In early 1966, I drove my black 1962 Oldsmobile Rocket 88 convertible into Beaufort to join Marine Fighter Attack Squadron (VMFA) 312. I was immediately struck with how beautiful it was. I have never changed my mind!
Yesterday on a fine spring afternoon I walked to the center of the Woods Bridge and took the picture of that same downtown below.
It shows a small picturesque residential, 18th Century, two story town.
Over the years local landowners have developed areas of historic Beaufort. In doing so they have behaved in a manner reminiscent of English footpath walkers who have the right to walk across the grounds of Windsor Castle, for instance, the Queen’s summer house, or Hughenden Manor, the country house of former Prime Minister Benjamin Disraeli near Beaconsfield. The rule and the law there is you can walk the paths but you cannot change or damage them. The property owners are also held to the Queens law and regulation. Thus far developers in historic Beaufort have seemed to follow that same general pattern: Use but do not change the essential nature of Beaufort’s historic sites.
Dick Stewart is allegedly about to change all that. Dick is a Bluffton boy who left the Low Country as a young man and returned years later after a highly successful career in Atlanta. Since then, he has done some excellent work in Beaufort which undoubtedly increased town and county revenue. Unfortunately, his projects also have had a downside: They increased traffic, homogenized (what I call “Mackie Donalded,” and “Holiday Inned”) the approaches to historic Beaufort, and hugely increased day trippers to downtown. I don’t think that’s all good for us residents! We tend to be older, more affluent, professional people, we have been here a long time and above all we love our town.
In all the world I have three places I really am in love with: downtown Beaufort, Chelsea in London, and Charleston south of Broad Street. What Dick Stewart is planning is something totally different: He is planning what I call the “Myrtle Beaching” of Beaufort, primarily a large hotel convention center, a four-story parking garage, and a large apartment building. These will destroy the historic downtown Beaufort atmosphere, the same as it would if carried out in old Charleston or Chelsea. In my opinion it will IRREVERSIBLY CHANGE Beaufort!
Below is his proposed layout. It shows (in red) a huge four-story parking garage (upper left), below that the apartment building (lower left), and the four-story Marriott Hotel (lower right), and in addition two much smaller buildings (yellow in the middle).
Below is a rendition of what Beaufort will look like with only the hotel in place from above the center of the Woods Bridge! You like it? Where will the visual emphasis be? The church steeples, the two-story buildings, the waterfront park? They will be totally submerged by the bloody great big modern buildings!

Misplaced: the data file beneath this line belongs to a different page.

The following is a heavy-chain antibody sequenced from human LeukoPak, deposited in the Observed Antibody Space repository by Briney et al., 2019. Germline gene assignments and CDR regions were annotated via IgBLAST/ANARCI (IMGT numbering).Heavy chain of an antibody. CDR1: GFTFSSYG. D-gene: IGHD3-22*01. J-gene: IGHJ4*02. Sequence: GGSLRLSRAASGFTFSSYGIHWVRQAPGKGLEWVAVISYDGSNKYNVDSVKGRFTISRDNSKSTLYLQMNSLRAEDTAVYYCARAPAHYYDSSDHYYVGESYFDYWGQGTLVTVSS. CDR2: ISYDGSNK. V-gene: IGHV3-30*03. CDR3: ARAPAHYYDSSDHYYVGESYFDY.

Now for the bottom line. Why have I written this? In my opinion the entire project has been secretive. Very little has been provided to the public. In my case, I had heard almost nothing about it until last Tuesday at lunch when I got briefed. At that time I decided that I would do what I could to spread the word. The best source I have found so far is The Beaufort Tribune. Read all of it on the Internet at https://beauforttribune.com. Read it cover to cover and subscribe online (it’s free). See who is already involved.
In other words. Please, please, please, get involved!
PLEASE FORWARD THIS MESSAGE TO OTHER BEAUFORTONIANS.
BEAUTIFUL BEAUFORT, ENJOY NOT DISTROY!
GK (Graham Kerr)
LtCol Graham Kerr USMC (Ret) was born in London England in 1939 five months before the outbreak of World War II. Due to his infancy, he was not evacuated from the ensuing London “Blitz” but stayed with his parents. His family left the UK in 1948 to escape the massive taxation of the incoming socialist Labor government. His father had been appointed by the UK Colonial Office as District Medical Officer of South Eleuthera, Bahamas. Graham was sent to boarding school in Florida and subsequently was graduated from Harvard College. As a Green Card holder, he was subject to the draft and first arrived in Beaufort in 1962 as a recruit at MCRD Parris Island. Subsequently, he returned to Beaufort for multiple tours as an F-4 Phantom pilot. He served two combat tours in Vietnam, flew 500 combat missions and was twice awarded the Distinguished Flying Cross. He retired from the Marines in 1988 and joined Piedmont Regional Airline. He flew for Piedmont until his second retirement as a captain in 1990. He served multiple terms on the Beaufort County Airports Board and twice on the vestry of St Helena’s Anglican Church. He has been a resident of Beaufort since 1966 and has owned his riverbank family residence in the Pigeon Point residential neighborhood since 1974.
Editor’s Note: If you are concerned about the direction the City of Beaufort is taking, especially in its Historic District, you are automatically a member of the Beautiful Beaufort Alliance, sponsored by The Beaufort Tribune. Click here to see the goals of the Beautiful Beaufort Alliance and what you can do to help.